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Our Approach to Investing in Early Stage AI Companies


Paige Doherty & Andy Sran

“AI will not destroy the world, and in fact may save it.” - Marc Andreessen


As early stage investors, we're constantly on the hunt for innovative companies that hold high optionality value. 

AI’s power to automate, optimize, and revolutionize makes it a goldmine of opportunities, so understanding this ever-evolving domain is essential for those of us looking to invest in the companies of tomorrow. 

However, because of the rapid accelerating pace of AI innovation, what seems like a cutting-edge investment today could be outdated in a few short years or even months or weeks.  The excitement about the potential of AI, although warranted, needs to be supplemented with a healthy dose of discipline, caution and diligence.

Below, we’ll dig deeper into the value of investing early in AI, the risks, and our unique approach to the space.

Thanks to Mike Arpaia from Moonfire and Arkady Kulik from RPV for reviewing this piece!

The Value in AI Investing: Two Core Value Drivers We See

The value of investing in AI-based startups holds true for almost all shiny, new technological innovation: the transformative power that the technology holds. AI startups are often characterized by their ability to drive efficiency, automation, and insightful decision-making on a scale and speed previously unattainable. Most AI products promise efficiency, cost-cutting, time-savings, and more. Here are two key elements, and one macro driver, driving the value of AI we see today: 

  1. Value Driver #1: AI can passively improve through additional data. Because AI can learn from data and optimize performance over time, over time it becomes a self-improving system. Compared to other code bases that decay and accrue technical debt, AI learns and improves. While the algorithm may degrade over time if the training data is poor, AI’s growth still provides a potential competitive edge to startups by allowing them to continuously refine their products and services with minimal incremental cost.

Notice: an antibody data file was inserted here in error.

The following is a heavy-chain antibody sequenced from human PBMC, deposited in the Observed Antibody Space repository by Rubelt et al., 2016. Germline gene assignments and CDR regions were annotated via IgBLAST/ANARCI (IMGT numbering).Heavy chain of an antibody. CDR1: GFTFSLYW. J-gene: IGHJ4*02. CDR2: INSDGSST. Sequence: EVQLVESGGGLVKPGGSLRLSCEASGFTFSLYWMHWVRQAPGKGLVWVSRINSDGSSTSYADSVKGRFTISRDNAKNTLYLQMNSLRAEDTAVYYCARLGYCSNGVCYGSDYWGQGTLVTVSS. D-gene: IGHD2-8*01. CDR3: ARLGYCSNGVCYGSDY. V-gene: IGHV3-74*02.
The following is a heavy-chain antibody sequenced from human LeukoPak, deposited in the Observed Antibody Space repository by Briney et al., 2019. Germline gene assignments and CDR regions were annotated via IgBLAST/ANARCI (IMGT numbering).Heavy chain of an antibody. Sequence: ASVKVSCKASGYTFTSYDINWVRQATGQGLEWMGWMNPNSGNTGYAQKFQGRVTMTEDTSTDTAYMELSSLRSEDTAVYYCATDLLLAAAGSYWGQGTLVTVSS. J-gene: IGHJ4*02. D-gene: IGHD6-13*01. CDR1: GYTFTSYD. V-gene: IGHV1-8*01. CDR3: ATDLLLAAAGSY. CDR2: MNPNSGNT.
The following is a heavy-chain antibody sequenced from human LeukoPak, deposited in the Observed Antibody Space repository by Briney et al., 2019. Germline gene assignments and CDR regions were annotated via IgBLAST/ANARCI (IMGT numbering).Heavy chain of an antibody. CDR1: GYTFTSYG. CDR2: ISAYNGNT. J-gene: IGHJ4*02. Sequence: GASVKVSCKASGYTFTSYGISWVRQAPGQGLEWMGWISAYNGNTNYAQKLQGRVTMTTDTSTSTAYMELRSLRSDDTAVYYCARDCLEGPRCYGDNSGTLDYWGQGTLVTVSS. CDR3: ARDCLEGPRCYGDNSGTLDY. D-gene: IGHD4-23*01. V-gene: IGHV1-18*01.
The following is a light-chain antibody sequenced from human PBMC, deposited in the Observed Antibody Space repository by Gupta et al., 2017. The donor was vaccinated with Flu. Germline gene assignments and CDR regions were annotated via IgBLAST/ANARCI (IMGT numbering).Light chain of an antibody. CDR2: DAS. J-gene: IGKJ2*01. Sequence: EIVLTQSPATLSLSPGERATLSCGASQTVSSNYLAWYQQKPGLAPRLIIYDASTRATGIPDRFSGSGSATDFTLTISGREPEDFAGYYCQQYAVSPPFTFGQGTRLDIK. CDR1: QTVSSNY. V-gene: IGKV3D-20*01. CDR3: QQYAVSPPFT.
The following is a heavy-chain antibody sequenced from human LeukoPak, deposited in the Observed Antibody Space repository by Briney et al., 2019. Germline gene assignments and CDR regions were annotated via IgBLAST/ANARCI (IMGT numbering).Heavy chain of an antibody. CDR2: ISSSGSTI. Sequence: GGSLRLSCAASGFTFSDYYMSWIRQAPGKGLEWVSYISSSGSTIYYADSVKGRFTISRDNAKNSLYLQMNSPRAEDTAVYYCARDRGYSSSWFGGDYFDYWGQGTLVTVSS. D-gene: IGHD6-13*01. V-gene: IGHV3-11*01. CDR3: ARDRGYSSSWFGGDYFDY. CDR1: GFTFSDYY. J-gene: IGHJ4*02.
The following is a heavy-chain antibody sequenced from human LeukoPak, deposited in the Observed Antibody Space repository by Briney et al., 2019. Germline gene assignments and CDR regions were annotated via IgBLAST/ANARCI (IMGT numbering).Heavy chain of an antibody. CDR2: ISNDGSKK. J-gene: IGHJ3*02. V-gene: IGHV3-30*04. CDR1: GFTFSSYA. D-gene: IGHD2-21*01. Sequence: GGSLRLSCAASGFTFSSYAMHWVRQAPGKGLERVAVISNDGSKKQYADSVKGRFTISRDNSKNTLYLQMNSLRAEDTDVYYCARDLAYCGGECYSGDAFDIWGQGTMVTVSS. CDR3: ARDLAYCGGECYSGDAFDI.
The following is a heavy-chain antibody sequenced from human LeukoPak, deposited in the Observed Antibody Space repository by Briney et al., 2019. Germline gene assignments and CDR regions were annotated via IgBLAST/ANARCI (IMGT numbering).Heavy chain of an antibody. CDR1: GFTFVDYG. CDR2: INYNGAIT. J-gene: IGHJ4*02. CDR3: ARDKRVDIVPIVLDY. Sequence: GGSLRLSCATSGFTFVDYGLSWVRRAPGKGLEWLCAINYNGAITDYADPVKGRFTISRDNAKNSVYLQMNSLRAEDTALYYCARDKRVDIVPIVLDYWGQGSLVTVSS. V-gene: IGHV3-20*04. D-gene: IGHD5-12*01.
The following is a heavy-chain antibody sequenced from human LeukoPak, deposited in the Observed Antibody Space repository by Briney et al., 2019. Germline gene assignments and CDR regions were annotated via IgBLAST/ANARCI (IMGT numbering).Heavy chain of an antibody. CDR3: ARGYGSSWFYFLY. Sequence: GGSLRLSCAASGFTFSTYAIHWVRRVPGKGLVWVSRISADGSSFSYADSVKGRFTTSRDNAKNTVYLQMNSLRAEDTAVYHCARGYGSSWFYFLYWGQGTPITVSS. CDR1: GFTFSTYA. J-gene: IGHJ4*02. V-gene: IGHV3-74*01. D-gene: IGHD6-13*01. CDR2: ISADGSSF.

2. Value Driver #2: AI can disrupt data-heavy industries. AI can take vast amounts of data and derive meaningful and targeted insights, highlighting patterns that would be close to impossible for a human to identify.  Whether it's autonomous vehicles revolutionizing transportation, AI algorithms transforming financial trading, or machine learning enhancing predictive maintenance in manufacturing, the scope for innovation is vast. For example, in a field like healthcare, AI can analyze large datasets to improve diagnostics and treatment plans, or in finance, where it can help predict market trends.
  3. Macro Driver: Heavy funding appetite. In a rapidly declining funding environment, AI seems to be the one bright spot. According to Crunchbase, global venture funding in Q2 2023 fell to $65 billion, down 49% compared to Q2 2022. However, AI deals represent 18% of the overall venture investments. And anecdotally at the early stage, most of our calls with multi-stage firms include the question “What are your thoughts on AI? What are you looking at in the space?” *We were hesitant to add this as a value driver, as early stage funding appetite doesn’t necessarily indicate future success but found it important to mention.

Beyond vertical-specific AI, AI can serve as a key differentiator and value driver in a wide range of existing applications by serving as an enhancer, not just standalone products. Companies that effectively incorporate AI into their offerings can enhance the user experience, improve efficiencies, and ultimately build a more sustainable competitive advantage against other players in the space.